The scope of this outbreak was likely limited by high varicella vaccine coverage. Class 8 was adjacent to Class 7, which had all but one of the cases. No cases were found in Class 8, which may be related to high vaccination coverage and more recent vaccination in that class. The varicella vaccination coverage level we observed in this school was higher than most of cities in China [1], and only slightly lower than in Beijing and Tianjin where varicella vaccination is provided to children at no cost to families. Although Jinan does not provide free varicella vaccination to children, the high coverage found in this outbreak may be related to high parental awareness due to frequent campus outbreaks [2]. WHO recommends that if varicella vaccine is used, coverage should be maintained at 85% to 90% to most effectively protect individuals, achieve herd immunity, and avoid increasing the incidence of varicella in older individuals, who tend to have more severe cases. In our study, with 81.3% one-or-more-dose- and 38.2% two-dose-coverage, the outbreak was stopped within one incubation period and limited to only two adjacent classrooms. This result indicates that relatively high coverage can confine outbreaks and limit their scope. Additional studies, such as with the nonstandard finite difference method, are needed to help ascertain relationships between disease spread and other potential influencing factors such as heterogeneity, asymptomatic infection, and vaccination [10,11].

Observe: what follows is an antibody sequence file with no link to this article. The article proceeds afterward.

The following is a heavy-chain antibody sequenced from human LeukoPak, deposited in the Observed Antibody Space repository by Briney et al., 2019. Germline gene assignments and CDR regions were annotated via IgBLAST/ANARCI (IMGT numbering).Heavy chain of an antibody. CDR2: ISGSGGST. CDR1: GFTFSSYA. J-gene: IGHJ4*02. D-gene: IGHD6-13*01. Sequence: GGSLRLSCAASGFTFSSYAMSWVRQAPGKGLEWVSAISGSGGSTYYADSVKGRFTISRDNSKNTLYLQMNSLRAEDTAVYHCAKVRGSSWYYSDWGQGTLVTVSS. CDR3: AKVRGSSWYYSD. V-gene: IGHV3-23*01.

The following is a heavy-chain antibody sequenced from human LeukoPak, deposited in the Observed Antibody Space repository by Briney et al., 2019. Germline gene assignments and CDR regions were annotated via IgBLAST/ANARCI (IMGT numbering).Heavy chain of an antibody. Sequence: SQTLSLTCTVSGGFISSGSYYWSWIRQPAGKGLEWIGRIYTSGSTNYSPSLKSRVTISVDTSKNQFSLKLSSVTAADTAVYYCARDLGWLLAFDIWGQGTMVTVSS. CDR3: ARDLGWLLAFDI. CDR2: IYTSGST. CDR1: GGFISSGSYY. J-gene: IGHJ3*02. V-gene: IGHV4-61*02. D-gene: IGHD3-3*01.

One dose of varicella vaccine is effective at protecting against moderate and severe varicella; however, a single dose has limited ability to prevent transmission and outbreaks [6]. Some studies show that outbreaks still occur even with ≥90% one-dose coverage [12,13,14,15]. These investigations highlight the need for a 2-dose varicella vaccination schedule. Not only do two doses provide better protection than a single dose, a two-dose schedule reduces varicella incidence markedly compared with a one-dose schedule [7,8]. In this outbreak, nearly half of the cases had only one dose of varicella vaccine, and no child who received two doses acquired varicella. We strongly recommend that the government introduce two doses of varicella vaccine into the immunization program as soon as possible. Vaccines that are included in the National Immunization Program rapidly achieve high coverage among their target populations. For varicella vaccine, such high coverage with two doses will help prevent school closures due to varicella outbreaks.